The Social Network (2010)

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IMDb Rating
7.7 out of 10 (view IMDb page)

  • Not Rated Yet
(Based on 1 Rating)
MPAA Rating:
PG-13 for sexual content, drug and alcohol use and language.
Drama, History
David Fincher
Aaron Sorkin (screenplay)
Ben Mezrich (book)

Weekly Volcano's Review

Rev. Adam McKinney on September 29th, 2010

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It still astonishes me movies like W. and The Social Network can get made. Although The Social Network spends a lot of time displaying what a weasel Mark Zuckerberg - the questionable inventor of Facebook - is, I personally do not believe the admittedly underhanded decisions he made were overtly illegal in nature. The problem with making The Social Network is not that it exposes Zuckerberg to be a criminal, but rather an insufferable asshole.

Zuckerberg, as played by Jesse Eisenberg, is a ferociously intelligent yet socially dysfunctional nerd. He uses his intelligence as a weapon, never observing the rules of decorum. He's the kind of guy who refuses to acknowledge a question unless it is phrased as a complete sentence. A student at Harvard, Zuckerberg desires nothing more than adulation from his peers, and acceptance into exclusive social clubs known as Final Clubs, which are typically populated by well-to-do future tycoons, leaders of men and the like.

The culture of the Ivy League school and the perverse exclusivity of these Final Clubs is so foreign to me that The Social Network may as well take place on Mars. But never mind.

Very soon after we meet Zuckerberg and recognize him to be a perfect asshole, we watch him get dumped by his (we assume) long-suffering girlfriend. In a moment of self-loathing, he gets drunk and directs his hatred outward through the creation of a website called A simple concept - it shows the user pictures of two girls, and the user clicks on the picture of the hottest one. And so on and so on. Within two hours of the site being up and running, it gets 22,000 hits and crashes Harvard's server, which gets the attention of the Winklevauss twins (played, somewhat astonishingly in hindsight, by one person).

The Winklevauss brothers, Tyler and Cameron (seemingly bioengineered into the very embodiment of the flawless, rich, good-looking Harvard man) approach Zuckerberg with the idea for a website that would replicate the experience of the exclusive social club. Their website would only allow people with Harvard email addresses to join. Zuckerberg agrees to create the website, tells them he'll get back to them and proceeds to use their idea as a jumping-off point in creating what would come to be called

From here on, The Social Network flashes back and forth between the invention and subsequent explosion of Facebook, and scenes in the future where Zuckerberg is being sued by not only the Winklevauss twins, but by Zuckerberg's former partner and best friend, Eduardo Saverin (Andrew Garfield).

The Social Network is an uncommonly intelligent and thrilling take on the classic themes of greed, sudden fame and the fall from grace. Written by the always-outstanding Aaron Sorkin, the screenplay hums with cutting wit and a real sense of insider information. Directed by David Fincher, and underscored by Trent Reznor's near-constant industrial pulse, what may have been a dry procedural is transformed into what is effectively a thriller. Writing code, discussing algorithms, hitting upon the idea of the "Relationship Status" - these events are handled the way they might be if Keanu Reeves were dismantling a bomb.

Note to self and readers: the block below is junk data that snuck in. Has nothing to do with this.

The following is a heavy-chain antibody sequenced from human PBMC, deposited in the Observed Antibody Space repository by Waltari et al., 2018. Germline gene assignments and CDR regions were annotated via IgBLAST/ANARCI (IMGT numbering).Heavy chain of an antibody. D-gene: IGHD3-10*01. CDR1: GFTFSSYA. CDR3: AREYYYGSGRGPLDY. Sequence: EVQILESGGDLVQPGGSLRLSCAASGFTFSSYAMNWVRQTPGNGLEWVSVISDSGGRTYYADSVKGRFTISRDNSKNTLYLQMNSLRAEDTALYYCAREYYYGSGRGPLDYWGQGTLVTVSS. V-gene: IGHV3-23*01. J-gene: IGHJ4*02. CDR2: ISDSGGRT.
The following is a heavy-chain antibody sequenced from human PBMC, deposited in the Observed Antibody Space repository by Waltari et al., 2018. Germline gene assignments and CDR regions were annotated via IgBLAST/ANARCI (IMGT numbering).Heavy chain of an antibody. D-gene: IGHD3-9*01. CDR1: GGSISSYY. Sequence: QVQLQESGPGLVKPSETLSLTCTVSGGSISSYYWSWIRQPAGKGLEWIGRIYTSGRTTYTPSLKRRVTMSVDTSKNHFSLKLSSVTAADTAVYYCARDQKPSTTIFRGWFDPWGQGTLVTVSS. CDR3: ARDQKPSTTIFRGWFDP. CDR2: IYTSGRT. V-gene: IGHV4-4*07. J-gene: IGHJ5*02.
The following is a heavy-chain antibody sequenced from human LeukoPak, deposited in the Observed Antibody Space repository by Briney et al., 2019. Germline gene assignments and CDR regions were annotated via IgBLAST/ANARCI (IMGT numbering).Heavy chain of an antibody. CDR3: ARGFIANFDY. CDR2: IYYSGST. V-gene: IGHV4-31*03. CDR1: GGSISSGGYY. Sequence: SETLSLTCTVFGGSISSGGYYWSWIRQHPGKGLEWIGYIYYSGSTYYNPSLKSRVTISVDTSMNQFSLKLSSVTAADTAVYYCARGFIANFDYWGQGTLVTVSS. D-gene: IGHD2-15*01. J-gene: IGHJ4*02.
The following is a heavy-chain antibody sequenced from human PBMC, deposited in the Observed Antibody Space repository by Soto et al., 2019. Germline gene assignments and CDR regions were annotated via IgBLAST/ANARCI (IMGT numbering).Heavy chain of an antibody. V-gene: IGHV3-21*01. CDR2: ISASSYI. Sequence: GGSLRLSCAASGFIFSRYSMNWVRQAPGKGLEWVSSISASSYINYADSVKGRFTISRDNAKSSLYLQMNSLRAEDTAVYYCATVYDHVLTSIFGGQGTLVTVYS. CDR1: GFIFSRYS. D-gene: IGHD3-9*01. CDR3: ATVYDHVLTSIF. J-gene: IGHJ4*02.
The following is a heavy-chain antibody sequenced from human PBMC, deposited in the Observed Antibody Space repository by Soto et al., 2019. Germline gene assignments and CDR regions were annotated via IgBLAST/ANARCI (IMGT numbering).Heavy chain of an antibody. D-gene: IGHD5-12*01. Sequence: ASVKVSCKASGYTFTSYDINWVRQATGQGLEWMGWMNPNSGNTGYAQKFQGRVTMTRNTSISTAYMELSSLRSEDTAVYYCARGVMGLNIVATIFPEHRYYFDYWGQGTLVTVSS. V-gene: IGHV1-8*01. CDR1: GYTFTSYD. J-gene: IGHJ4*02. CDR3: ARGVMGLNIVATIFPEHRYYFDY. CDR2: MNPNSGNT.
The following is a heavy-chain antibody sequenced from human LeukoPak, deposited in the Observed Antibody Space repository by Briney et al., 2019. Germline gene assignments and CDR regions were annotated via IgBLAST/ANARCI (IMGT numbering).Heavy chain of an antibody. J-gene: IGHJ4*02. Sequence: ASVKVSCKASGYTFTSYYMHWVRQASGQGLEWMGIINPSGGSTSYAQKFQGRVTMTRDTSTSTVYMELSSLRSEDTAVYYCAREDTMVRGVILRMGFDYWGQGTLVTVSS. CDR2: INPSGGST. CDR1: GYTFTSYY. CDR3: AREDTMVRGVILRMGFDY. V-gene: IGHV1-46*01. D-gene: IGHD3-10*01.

I continue to be impressed with Jesse Eisenberg. He showed flashes of the Zuckerberg's ego in The Squid and the Whale from several years back, but this time there is no remorse, no flash of humanity behind those hungry eyes. He only wants more: more money, more fame, more respect, more everything. Facebook begins to resemble a ravenous virus, and Zuckerberg is its architect and the man responsible for unleashing it on the world.

Along the way, Zuckerberg sinks further into the heart of darkness upon meeting Sean Parker (Justin Timberlake, surprising once again with his acting chops), the creator of Napster, and a renowned partyer. It's through Parker we begin to see the real moral of The Social Network. We see before us two of the men responsible for defining the nature of the Internet. Early on, we are warned that when you write on the Internet, you write in pen, not pencil.

Sensing a blowhard, Eduardo Saverin reminds Parker Napster was a failure. Napster lost, he says.

"Lost in court," Parker responds. "You feel like buying a Tower Records franchise?" - Four stars

User Reviews of The Social Network (1)

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Too obvious said on Oct. 06, 2010 at 12:18am

Why does it astonish you that W. and Social Network can get made? After Citizen Kane I would think it quite obvious that studio's greenlight shit like this because they know audiences have an appetite for certain stories about certain men. Hollywood has this shit down to a science.

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